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Quote from: Geezer on 06/02/2011 04:01:45Encryption is over rated. If the transmission of the key could have been intercepted by anyone other than the transmitter and the receiver, it's pretty much worthless.You should read about Bob and Alice ... QuotePublic-key cryptography ... does not require a secure initial exchange of one or more secret keys to both sender and receiver.http://en.wikipedia.org/wiki/Public-key_cryptography [Links inactive - To make links active and clickable, login or click here to register]

Encryption is over rated. If the transmission of the key could have been intercepted by anyone other than the transmitter and the receiver, it's pretty much worthless.

Public-key cryptography ... does not require a secure initial exchange of one or more secret keys to both sender and receiver.

Bob and Alice have separate padlocks. First, Alice puts the secret message in a box, and locks the box using a padlock to which only she has a key. She then sends the box to Bob through regular mail. When Bob receives the box, he adds his own padlock to the box, and sends it back to Alice. When Alice receives the box with the two padlocks, she removes her padlock and sends it back to Bob. When Bob receives the box with only his padlock on it, Bob can then unlock the box with his key and read the message from Alice. Note that in this scheme the order of Decryption is the same as the order of encryption; this is only possible if commutative ciphers are used.

No keys sent in this method ...QuoteBob and Alice have separate padlocks. First, Alice puts the secret message in a box, and locks the box using a padlock to which only she has a key. She then sends the box to Bob through regular mail. When Bob receives the box, he adds his own padlock to the box, and sends it back to Alice. When Alice receives the box with the two padlocks, she removes her padlock and sends it back to Bob. When Bob receives the box with only his padlock on it, Bob can then unlock the box with his key and read the message from Alice. Note that in this scheme the order of Decryption is the same as the order of encryption; this is only possible if commutative ciphers are used. http://en.wikipedia.org/wiki/Public-key_cryptography#A_postal_analogy [Links inactive - To make links active and clickable, login or click here to register]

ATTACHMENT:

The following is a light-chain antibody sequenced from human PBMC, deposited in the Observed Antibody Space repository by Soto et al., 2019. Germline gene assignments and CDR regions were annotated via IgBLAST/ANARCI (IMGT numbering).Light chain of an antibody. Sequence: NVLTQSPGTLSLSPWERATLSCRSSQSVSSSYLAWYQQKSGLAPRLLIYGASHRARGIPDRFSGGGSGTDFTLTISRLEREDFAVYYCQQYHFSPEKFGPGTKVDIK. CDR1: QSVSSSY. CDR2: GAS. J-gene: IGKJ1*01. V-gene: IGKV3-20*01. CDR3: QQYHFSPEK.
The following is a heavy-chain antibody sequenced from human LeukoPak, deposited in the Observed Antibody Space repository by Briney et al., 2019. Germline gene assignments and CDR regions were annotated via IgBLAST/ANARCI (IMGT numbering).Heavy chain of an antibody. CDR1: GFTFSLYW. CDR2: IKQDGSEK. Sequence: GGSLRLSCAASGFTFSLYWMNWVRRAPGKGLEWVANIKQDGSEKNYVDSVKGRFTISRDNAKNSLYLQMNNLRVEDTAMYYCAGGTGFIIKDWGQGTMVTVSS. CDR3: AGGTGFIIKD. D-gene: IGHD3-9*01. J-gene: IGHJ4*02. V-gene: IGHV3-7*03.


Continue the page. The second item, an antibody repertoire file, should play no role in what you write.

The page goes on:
The key to Bob's lock can be deduced from the difference between the versions of the message that he did and didn't lock.

Vladimir Romanov has released source code for an algorithm which he claims can solve 3-SAT problems. The 3-SAT problem is NP-complete - and Romanov claims his algorithm will solve in polynomial time, this would prove that P==NP as all NP problems can be mapped within polynomial time to the satisfiability problem. With such a seemingly easily falsifiable claim Romanov might be proved wrong quite quickly - for any with the maths and compsci skill here is http://romvf.wordpress.com/2011/01/19/open-letter/ [Links inactive - To make links active and clickable, login or click here to register] Romanov's announcement and links to the source code and article - and for those who need a bit more background http://science.slashdot.org/story/11/01/20/1546206/Polynomial-Time-Code-For-3-SAT-Released-PNP [Links inactive - To make links active and clickable, login or click here to register] is a link to a long slashdot ramble that has some good stuff in it

Even if you determine the key Bob used you still can’t read the message Alice sent him.

Quote from: Geezer on 06/02/2011 19:54:45The key to Bob's lock can be deduced from the difference between the versions of the message that he did and didn't lock.Encryption algorithms are very carefully designed so that, while this can be done in theory, in practice it would take far too long (hundreds or thousands of years).

It depends on the cryptographic system; that's known as a 'known plaintext attack' but knowing a single message that is encrypted isn't, for many modern crypto systems, going to allow you to determine the decryption key, but there are some for which that is sufficient or at least necessary, for example the world war II Enigma was fairly vulnerable to it.Used correctly, the RSA public key encryption systems isn't vulnerable to it; although there are attacks known as 'chosen plaintext attack's which can permit you to crack it.

Well, if you read the book, you'll find that your point is incorrect.

Ah, right, thanks!So what happens if you have two versions of the message - one that is encoded with a key, and one that is not?